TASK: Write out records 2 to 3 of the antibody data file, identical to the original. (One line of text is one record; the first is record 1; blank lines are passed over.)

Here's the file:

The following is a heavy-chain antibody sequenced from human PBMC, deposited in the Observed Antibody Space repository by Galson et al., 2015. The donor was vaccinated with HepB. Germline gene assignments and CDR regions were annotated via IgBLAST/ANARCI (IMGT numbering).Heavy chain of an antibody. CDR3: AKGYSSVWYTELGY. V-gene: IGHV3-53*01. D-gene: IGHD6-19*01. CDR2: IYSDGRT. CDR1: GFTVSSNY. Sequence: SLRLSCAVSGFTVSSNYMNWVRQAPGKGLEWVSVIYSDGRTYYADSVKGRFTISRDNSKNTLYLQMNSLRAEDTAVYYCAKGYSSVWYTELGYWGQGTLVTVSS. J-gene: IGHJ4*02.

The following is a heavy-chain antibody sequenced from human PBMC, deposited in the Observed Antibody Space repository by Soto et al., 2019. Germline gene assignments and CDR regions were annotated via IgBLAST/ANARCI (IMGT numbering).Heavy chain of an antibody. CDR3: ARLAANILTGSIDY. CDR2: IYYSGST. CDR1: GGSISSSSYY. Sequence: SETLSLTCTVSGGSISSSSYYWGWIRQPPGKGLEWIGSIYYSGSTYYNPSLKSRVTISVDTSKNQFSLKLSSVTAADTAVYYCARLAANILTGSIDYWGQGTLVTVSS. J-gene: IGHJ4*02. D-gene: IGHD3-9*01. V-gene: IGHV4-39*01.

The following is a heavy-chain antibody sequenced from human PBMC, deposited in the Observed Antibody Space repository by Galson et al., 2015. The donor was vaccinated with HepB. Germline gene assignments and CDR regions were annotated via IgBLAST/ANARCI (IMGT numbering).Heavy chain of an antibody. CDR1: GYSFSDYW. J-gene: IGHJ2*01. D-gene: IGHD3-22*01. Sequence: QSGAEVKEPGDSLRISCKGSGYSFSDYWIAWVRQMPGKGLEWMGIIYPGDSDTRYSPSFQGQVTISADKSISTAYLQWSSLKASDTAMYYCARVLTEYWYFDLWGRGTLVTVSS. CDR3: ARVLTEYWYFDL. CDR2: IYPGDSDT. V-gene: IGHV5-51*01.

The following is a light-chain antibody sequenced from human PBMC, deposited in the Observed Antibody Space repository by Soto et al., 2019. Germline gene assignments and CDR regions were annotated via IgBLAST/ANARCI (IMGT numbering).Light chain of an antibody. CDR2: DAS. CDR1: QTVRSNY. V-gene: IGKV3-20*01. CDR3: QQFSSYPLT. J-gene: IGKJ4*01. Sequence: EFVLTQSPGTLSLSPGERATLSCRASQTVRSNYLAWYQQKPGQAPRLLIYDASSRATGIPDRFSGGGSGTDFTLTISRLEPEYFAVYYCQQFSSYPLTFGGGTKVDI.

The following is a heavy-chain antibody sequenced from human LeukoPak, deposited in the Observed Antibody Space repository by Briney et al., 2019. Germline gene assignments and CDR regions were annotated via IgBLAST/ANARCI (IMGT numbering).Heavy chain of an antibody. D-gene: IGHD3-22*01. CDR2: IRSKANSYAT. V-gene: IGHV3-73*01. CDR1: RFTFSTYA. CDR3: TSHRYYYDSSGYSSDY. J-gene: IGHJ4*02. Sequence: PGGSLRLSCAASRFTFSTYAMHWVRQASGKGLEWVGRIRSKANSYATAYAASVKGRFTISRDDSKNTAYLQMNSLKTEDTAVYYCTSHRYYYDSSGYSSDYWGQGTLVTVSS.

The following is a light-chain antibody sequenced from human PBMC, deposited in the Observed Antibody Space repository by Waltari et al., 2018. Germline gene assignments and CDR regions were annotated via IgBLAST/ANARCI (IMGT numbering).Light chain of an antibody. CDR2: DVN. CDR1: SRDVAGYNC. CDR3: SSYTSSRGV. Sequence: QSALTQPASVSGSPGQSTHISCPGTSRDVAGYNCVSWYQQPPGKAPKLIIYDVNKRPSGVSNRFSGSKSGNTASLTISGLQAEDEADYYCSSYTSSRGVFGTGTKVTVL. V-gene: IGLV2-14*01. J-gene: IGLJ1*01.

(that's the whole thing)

The following is a heavy-chain antibody sequenced from human PBMC, deposited in the Observed Antibody Space repository by Soto et al., 2019. Germline gene assignments and CDR regions were annotated via IgBLAST/ANARCI (IMGT numbering).Heavy chain of an antibody. CDR3: ARLAANILTGSIDY. CDR2: IYYSGST. CDR1: GGSISSSSYY. Sequence: SETLSLTCTVSGGSISSSSYYWGWIRQPPGKGLEWIGSIYYSGSTYYNPSLKSRVTISVDTSKNQFSLKLSSVTAADTAVYYCARLAANILTGSIDYWGQGTLVTVSS. J-gene: IGHJ4*02. D-gene: IGHD3-9*01. V-gene: IGHV4-39*01.

The following is a heavy-chain antibody sequenced from human PBMC, deposited in the Observed Antibody Space repository by Galson et al., 2015. The donor was vaccinated with HepB. Germline gene assignments and CDR regions were annotated via IgBLAST/ANARCI (IMGT numbering).Heavy chain of an antibody. CDR1: GYSFSDYW. J-gene: IGHJ2*01. D-gene: IGHD3-22*01. Sequence: QSGAEVKEPGDSLRISCKGSGYSFSDYWIAWVRQMPGKGLEWMGIIYPGDSDTRYSPSFQGQVTISADKSISTAYLQWSSLKASDTAMYYCARVLTEYWYFDLWGRGTLVTVSS. CDR3: ARVLTEYWYFDL. CDR2: IYPGDSDT. V-gene: IGHV5-51*01.